Things Could Have Gone Worse for the Blue Berets in Syria
In Rwanda, soldiers butchered captured Belgian peacekeepers
On Sept. 12, Syrian militants released 45 Fijian peacekeepers they had captured two weeks ago. Bad, yes. But things could have gone much, much worse for the blue beret-wearing troops.
Worse—like what happened in Rwanda in 1994.
Back here in 2014, the Fijian peacekeepers were stationed in the tiny Golan Heights region, most of which Israel captured from Syria during a 1967 war. The U.N. has watched over the armistice line since 1974.
The hostage crisis began on Aug. 28, when Syrian rebels from the Al Qaeda-linked Al Nusrah Front captured the Fijians. The Al Nusrah militants then encircled nearby peacekeepers from the Philippine army’s 81st Infantry division under the command of Col. Ezra Enriquez.
The militants demanded the Filipinos to surrender. Enriquez’s force of 40 troops responded with a hail of bullets. A seven-hour gunfight with the militants ensued.
Allegedly, Indian army general Iqbal Singh Singha ordered Enriquez and his men to surrender, out of concern that militants might harm the Fijians captives if they didn’t. Enriquez—not keen on surrendering his men to an Al Qaeda affiliate and giving the rebels more prisoners—disobeyed the order.
Instead, he rallied his forces and sneaked away from militants under the cover of darkness.
Enriquez said afterwords that he would have been happy to help rescue the Fijians once his men were safe. But he said that he wouldn’t surrender his soldiers without a fight for the sake of Fijian prisoners whom—at the time—he couldn’t verify were even still alive.
His actions have made him and his soldiers heroes in The Philippines. Some Philippine military officials have subsequently claimed that the U.N. didn’t allow them to properly equip their troops, preventing them from sending heavy equipment deemed “unnecessary” for a peacekeeping mission.
Ultimately, U.N. negotiators successfully arranged for the Fijians’ release. Both the Fijians and the Filipinos made it out mostly unscathed—this time. The incident has led to questions—particularly from Philippine officials—about how much U.N. leadership truly values the lives of soldiers that member states have lent to the world body to wear the blue beret.
But this isn’t the first time that higher-ups have ordered peacekeepers not to fight back, nor the first time belligerents have taken them prisoner.
Surprisingly it wasn’t an Al Qaeda-linked jihadist group that caused the most harm. The worst case was in Rwanda, one of history’s prime examples of a peacekeeping disaster.
In 1994, the United Nations Assistance Mission to Rwanda, known by its French acronym UNAMIR, was in the country to oversee the Arusha Accords, an effort to create coalition government combining warring Hutu and Tutsi factions.
Canadian general Romeo Dallaire led the multinational force. A unit of Belgian parachute-commandos under Col. Luc Marchal represented UNAMIR’s best-equipped, best-trained contingent.
Early on, an informant approached Capt. Amadou Deme—UNAMIR’s Moroccan intelligence officer—with evidence of a conspiracy by high-ranking Rwandan government officials to carry out a large-scale campaign of ethnic violence against Tutsis around the country.
The informant gave the peacekeepers the locations of several arms caches. But as peacekeepers laid plans to raid these caches, their bosses in New York told them to halt the operation.
Marchal’s troops also uncovered intel that Hutu extremists were plotting to attack the Belgian contingent, in the belief that killing just a few soldiers could force a Belgian withdrawal and dissuade other Western powers from interfering.
Dallaire believed the previous year’s Battle of Mogadishu in Somalia—where the deaths of 18 U.S. soldiers resulted in a speedy American departure—had informed the Hutu radicals’ line of thinking.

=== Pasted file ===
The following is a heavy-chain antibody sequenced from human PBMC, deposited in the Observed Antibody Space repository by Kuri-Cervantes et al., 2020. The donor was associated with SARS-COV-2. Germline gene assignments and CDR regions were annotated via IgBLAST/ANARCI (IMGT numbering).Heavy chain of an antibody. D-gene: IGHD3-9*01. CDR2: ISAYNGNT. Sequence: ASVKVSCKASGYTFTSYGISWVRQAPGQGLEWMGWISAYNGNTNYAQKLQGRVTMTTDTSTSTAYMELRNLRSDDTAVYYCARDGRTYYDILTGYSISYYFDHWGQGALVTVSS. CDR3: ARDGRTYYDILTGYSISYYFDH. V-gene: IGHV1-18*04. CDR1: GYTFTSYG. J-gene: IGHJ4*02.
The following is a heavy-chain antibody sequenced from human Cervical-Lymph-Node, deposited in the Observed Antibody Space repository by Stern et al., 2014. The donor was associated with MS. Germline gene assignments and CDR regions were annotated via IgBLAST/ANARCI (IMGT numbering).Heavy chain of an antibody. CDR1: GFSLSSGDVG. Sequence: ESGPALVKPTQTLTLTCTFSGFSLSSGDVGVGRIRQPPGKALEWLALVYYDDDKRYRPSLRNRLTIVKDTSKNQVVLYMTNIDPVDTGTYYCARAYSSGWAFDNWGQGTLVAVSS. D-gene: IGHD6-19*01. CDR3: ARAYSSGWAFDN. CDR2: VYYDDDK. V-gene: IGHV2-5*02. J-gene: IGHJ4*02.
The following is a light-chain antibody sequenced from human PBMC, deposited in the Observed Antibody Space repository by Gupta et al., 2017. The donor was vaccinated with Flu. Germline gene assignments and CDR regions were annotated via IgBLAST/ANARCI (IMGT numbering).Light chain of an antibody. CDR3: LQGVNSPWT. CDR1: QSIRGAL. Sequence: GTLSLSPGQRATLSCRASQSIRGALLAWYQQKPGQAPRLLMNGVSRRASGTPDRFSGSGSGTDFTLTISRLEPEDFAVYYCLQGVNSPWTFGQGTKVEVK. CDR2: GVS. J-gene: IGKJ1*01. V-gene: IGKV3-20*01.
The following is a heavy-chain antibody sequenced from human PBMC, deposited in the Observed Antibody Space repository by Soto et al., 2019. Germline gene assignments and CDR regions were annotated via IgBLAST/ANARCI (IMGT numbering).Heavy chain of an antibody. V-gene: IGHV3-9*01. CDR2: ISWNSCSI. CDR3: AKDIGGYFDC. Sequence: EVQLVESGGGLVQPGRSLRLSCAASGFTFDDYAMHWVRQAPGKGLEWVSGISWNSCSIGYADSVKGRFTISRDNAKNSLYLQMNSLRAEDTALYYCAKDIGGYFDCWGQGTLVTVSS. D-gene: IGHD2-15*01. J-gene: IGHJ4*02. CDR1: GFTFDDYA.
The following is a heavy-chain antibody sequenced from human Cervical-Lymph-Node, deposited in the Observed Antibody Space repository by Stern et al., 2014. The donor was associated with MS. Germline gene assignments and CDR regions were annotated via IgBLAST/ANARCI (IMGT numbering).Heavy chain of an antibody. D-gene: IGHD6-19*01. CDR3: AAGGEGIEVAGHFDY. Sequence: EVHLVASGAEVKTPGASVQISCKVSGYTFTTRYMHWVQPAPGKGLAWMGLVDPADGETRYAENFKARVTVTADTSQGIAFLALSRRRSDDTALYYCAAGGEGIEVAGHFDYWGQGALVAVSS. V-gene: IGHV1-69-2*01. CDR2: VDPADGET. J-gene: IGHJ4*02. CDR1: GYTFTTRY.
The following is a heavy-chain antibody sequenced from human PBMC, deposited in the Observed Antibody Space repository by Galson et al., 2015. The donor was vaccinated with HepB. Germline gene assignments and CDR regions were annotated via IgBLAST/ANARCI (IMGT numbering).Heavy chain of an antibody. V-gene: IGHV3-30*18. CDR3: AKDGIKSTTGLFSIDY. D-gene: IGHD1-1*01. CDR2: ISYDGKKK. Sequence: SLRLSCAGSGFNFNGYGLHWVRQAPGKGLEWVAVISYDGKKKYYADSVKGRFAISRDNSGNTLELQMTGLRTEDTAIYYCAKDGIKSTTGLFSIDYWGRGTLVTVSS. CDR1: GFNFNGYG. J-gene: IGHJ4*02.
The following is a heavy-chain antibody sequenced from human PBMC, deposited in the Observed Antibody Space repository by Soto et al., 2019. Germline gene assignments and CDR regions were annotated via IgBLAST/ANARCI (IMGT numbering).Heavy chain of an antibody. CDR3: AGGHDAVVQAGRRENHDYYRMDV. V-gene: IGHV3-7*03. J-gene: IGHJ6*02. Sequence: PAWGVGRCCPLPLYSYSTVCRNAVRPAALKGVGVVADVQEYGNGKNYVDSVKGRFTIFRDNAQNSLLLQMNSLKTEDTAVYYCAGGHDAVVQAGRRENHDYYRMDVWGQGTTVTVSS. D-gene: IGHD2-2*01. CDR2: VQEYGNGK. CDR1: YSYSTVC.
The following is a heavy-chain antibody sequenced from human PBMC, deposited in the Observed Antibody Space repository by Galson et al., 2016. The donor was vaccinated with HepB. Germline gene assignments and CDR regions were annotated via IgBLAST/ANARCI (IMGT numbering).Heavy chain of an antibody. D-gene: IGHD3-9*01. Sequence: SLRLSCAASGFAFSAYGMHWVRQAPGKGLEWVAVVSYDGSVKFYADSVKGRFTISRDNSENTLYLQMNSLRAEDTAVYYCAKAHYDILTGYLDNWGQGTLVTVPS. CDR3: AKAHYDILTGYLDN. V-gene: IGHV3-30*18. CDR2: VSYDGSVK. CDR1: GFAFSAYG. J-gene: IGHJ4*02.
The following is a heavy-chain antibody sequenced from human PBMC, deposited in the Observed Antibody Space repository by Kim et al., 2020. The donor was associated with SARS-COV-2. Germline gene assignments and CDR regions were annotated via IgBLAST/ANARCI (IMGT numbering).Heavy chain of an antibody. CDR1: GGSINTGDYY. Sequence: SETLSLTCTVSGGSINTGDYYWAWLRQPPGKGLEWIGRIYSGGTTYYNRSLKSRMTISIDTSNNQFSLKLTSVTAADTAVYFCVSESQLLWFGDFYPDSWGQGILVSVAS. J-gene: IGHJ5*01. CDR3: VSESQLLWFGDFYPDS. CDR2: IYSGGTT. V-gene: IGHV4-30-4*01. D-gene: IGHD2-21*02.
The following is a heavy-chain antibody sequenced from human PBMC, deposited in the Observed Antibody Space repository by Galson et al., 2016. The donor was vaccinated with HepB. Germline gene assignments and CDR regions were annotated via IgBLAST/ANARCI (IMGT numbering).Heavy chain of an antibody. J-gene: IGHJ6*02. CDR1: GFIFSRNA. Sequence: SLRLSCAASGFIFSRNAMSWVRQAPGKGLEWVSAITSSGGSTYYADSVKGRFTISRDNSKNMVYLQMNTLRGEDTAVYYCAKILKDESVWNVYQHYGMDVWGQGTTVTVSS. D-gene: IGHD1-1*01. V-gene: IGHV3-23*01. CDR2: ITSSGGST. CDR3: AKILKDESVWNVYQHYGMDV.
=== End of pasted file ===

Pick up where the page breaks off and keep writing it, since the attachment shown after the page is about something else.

On April 7, a pair of Russian-made missiles shot down a plane carrying Rwanda’s Pres. Juvénal Habyarimana—a Hutu—at Kigali International Airport.
Who exactly fired the missiles is still hotly debated. The most widely accepted explanation is that the attack was part of a coup orchestrated by retired army colonel Theoneste Bagasora—one of the chief planners of the genocide.
But some—like former rebel secretary general Theogene Rudasingwa—have accused then-Tutsi rebel leader Paul Kagame, now Rwanda’s controversial president.
The crash was the spark that set Rwanda aflame. The Rwandan army’s elite Presidential Guard and extremist Hutu militias—armed with weapons from caches the informant had warned the U.N. about—began a violent campaign against Tutsis in Kigali.
They also targeted Hutu moderates. Though the world didn’t realize at the time, the genocide had begun.
Dallaire feared Prime Minister Agathe Uwilingiyimana, a Hutu moderate, was in danger. He sent 10 peacekeepers—a Belgian mortar section under the command of Lt. Thierry Lotin—to reinforce the five-man Ghanaian team led by Sgt. George Aboagye guarding Uwilingyimana’s home. She planned to deliver a radio address calling for calm.
But Presidential Guard troops under Rwandan major Bernard Ntuyahaga stormed the house and demanded that the Belgians surrender. The Presidential Guard badly outnumbered the peacekeepers.
Lotin called for support. But U.N. headquarters in New York explicitly forbade the peacekeepers from using force. And with UNAMIR’s troops scattered all over the city, there was little hope of sending reinforcements.
UNAMIR HQ ordered Belgians and the Ghanaians not to fight back. Ntuyahaga’s men took the peacekeepers into custody … then killed Uwilingiyimana. Somehow, they missed her children, hiding in a closet.
Capt. Mbaye Diagne, a Senegalese officer serving as an unarmed military observer with UNAMIR, managed to find and rescue the children after the presidential guard left.
Ntuyahaga took the captured peacekeepers to Camp Kigali, a Rwandan army base. The Presidential Guard separated the Belgians from the Ghanaians. The guards began beating the Belgians, according to Aboagye and his men.
There are conflicting accounts of what exactly happened in the Belgians’ last moments. Some say the Rwandans summarily hacked the Europeans to death. Others claim the Belgians made a valiant last stand.
In this version of the story, Lotin hid his service revolver under his vest before surrendering. When a machete-wielding mob attacked his men, killing three to four of them on the spot, he drew his pistol and fought off the peacekeepers’ captors.